LONDON (AP) — Videos warning soccer fans against paying for sex with children at the World Cup will be played on Brazil-bound flights from England.
"Please help to protect our kids," Brazil defender David Luiz says in the film to air in June and July on British Airways.
Fearing an influx of fans will fuel the illicit child sex market in Brazil, the "It's a Penalty" campaign will alert fans about the legal consequences of paying underage prostitutes. The warning messages also are set to be played on stadium big screens at England's games in Brazil.
"This campaign is an important one to raise awareness for something abhorrent that still occurs," England coach Roy Hodgson said.
Britain's National Crime Agency is supporting the charities-led campaign, which highlights how the impoverished Brazilian children might have had their appearances manipulated to look older by criminal gangs seeking to profit from them.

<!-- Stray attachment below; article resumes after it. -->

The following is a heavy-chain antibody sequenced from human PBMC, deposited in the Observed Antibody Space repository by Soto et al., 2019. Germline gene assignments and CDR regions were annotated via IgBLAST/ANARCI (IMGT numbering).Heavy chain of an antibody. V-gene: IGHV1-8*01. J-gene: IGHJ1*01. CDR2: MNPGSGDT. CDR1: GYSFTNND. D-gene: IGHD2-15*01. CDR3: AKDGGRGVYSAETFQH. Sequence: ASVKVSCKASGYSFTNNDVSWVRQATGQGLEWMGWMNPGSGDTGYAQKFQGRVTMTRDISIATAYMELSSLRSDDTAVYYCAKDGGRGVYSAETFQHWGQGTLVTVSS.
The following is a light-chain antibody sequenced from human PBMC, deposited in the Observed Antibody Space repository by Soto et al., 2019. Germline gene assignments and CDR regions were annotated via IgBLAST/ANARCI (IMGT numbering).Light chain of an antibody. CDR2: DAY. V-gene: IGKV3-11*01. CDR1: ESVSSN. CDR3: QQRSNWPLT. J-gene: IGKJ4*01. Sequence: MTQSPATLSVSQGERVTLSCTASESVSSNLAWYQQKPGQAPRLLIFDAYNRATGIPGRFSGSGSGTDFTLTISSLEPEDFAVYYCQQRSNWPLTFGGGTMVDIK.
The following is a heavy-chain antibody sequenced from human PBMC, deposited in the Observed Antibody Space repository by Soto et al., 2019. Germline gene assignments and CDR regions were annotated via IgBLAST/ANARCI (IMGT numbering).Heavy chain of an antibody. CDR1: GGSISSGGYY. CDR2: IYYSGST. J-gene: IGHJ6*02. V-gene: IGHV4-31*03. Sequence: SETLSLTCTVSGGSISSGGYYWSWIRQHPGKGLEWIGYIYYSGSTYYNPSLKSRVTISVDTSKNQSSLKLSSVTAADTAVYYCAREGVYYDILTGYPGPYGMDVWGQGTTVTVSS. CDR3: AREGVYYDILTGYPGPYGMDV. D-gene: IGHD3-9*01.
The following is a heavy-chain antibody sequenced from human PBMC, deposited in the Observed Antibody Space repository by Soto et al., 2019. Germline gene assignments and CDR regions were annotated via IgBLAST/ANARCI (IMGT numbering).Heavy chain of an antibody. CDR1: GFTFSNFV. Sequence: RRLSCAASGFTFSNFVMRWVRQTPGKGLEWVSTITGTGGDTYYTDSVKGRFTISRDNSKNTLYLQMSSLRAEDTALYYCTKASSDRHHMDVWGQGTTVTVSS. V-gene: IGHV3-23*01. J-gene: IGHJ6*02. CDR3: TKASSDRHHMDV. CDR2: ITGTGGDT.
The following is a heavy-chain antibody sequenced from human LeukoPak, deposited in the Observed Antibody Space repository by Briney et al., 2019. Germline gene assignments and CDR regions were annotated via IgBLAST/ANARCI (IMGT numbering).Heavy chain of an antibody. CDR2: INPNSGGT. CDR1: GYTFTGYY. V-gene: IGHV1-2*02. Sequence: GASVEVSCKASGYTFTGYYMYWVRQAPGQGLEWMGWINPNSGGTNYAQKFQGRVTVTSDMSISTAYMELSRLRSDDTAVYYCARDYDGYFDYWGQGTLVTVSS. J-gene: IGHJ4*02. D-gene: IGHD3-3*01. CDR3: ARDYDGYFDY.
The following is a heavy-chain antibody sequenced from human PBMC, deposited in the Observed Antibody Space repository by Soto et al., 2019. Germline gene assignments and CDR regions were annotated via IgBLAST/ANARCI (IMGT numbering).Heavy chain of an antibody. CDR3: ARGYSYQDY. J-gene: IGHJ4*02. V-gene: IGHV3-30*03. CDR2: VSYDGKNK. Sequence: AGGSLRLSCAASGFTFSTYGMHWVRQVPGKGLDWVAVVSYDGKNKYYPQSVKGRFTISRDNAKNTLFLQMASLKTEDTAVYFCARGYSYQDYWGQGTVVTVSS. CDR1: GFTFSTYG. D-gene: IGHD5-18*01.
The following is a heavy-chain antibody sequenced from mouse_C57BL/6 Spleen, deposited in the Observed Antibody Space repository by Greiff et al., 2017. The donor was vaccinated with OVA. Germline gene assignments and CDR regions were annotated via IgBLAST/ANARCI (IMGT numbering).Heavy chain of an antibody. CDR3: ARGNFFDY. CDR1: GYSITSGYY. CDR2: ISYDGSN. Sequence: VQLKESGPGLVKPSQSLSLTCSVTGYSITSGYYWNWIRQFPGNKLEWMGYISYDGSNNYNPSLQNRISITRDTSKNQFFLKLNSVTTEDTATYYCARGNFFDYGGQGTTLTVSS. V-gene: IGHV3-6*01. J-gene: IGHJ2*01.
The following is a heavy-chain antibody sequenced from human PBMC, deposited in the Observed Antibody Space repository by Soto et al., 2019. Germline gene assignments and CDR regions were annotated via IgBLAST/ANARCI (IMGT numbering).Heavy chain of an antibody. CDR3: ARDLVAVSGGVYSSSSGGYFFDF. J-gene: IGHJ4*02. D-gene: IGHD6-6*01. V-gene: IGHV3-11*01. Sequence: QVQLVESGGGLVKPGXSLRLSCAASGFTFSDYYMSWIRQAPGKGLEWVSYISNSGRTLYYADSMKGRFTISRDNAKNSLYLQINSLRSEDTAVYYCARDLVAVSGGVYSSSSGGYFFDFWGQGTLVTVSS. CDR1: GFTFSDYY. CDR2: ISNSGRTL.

"Do not make the mistake of thinking that because they approach you this must mean they are consenting and that you are not responsible," Johnny Gwynne, director of the NCA's child protection division, says in a warning to fans. "They are children, and they are being threatened and intimidated by unscrupulous people to make money. The law will not care whether you knew the person you had sex with was underage."
Those paying for sex with children aged 17 or under could be lining the pockets of organized criminals who are exploiting Brazilians, and fans are at risk of prosecution back in England, Gwynne said.
"If there are circumstances where the Brazilian police can't pursue a matter, we can pursue against individuals back here under U.K. law," Gwynne said in an interview. "You might think you can do something in Brazil, get away with it and come back to the U.K. but you can still be put before a United Kingdom court."
The campaign is run by three charities: Happy Child International, the Jubilee Campaign and the A21 Campaign."
"If we stand together against this horrible crime, hundreds of children's lives will be saved from the catastrophic effect of sexual exploitation," Happy Child International chief executive Sarah de Carvalho said.
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